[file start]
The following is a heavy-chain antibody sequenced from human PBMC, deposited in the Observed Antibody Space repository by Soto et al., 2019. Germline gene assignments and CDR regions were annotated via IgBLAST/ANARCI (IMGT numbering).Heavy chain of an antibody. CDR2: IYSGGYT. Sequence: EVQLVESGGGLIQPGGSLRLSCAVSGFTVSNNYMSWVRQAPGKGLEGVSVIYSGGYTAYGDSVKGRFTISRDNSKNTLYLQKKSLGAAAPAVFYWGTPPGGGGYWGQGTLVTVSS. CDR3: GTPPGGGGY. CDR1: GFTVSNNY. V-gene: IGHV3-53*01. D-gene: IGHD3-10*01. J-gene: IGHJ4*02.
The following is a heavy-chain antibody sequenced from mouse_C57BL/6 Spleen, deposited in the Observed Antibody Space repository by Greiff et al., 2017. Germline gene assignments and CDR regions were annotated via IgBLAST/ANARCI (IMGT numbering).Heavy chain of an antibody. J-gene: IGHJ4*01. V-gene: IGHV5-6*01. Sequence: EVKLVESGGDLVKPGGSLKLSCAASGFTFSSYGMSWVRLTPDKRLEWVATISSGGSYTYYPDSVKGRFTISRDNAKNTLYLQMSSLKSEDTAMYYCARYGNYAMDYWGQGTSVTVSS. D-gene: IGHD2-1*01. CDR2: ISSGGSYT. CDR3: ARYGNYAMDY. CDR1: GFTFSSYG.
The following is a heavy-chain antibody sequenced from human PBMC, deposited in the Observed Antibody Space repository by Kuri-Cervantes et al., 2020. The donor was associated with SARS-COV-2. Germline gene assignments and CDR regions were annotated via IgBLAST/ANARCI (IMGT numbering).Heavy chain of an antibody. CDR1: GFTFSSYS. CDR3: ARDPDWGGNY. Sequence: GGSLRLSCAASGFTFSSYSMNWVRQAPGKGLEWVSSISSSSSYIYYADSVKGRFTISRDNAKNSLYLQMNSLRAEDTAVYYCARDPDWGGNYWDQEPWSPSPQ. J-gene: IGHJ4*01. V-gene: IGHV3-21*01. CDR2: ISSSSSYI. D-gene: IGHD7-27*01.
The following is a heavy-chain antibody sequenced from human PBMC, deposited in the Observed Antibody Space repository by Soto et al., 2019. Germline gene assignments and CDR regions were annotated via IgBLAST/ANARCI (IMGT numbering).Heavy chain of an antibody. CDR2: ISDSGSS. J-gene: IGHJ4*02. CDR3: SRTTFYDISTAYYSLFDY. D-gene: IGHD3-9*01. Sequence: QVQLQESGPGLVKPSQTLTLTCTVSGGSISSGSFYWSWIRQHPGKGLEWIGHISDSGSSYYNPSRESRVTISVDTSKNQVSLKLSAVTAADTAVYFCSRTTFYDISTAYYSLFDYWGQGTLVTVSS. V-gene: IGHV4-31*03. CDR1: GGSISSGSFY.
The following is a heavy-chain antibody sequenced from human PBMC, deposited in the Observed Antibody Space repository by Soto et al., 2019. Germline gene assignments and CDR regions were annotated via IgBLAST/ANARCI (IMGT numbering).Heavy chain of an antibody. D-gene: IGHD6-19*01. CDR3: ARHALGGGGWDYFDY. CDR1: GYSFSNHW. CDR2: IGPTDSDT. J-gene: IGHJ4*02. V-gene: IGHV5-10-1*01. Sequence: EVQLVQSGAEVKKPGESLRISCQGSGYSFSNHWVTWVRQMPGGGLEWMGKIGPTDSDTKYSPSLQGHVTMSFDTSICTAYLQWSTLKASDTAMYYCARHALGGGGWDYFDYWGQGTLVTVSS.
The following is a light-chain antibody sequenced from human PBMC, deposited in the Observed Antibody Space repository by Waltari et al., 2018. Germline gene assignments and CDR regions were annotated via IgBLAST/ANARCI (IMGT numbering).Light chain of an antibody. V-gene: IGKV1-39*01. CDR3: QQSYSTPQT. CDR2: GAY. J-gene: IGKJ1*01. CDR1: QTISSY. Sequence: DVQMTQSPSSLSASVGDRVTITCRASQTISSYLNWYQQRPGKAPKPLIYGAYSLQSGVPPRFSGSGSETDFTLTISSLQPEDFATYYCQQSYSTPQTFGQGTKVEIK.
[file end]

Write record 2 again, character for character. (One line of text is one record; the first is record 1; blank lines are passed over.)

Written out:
The following is a heavy-chain antibody sequenced from mouse_C57BL/6 Spleen, deposited in the Observed Antibody Space repository by Greiff et al., 2017. Germline gene assignments and CDR regions were annotated via IgBLAST/ANARCI (IMGT numbering).Heavy chain of an antibody. J-gene: IGHJ4*01. V-gene: IGHV5-6*01. Sequence: EVKLVESGGDLVKPGGSLKLSCAASGFTFSSYGMSWVRLTPDKRLEWVATISSGGSYTYYPDSVKGRFTISRDNAKNTLYLQMSSLKSEDTAMYYCARYGNYAMDYWGQGTSVTVSS. D-gene: IGHD2-1*01. CDR2: ISSGGSYT. CDR3: ARYGNYAMDY. CDR1: GFTFSSYG.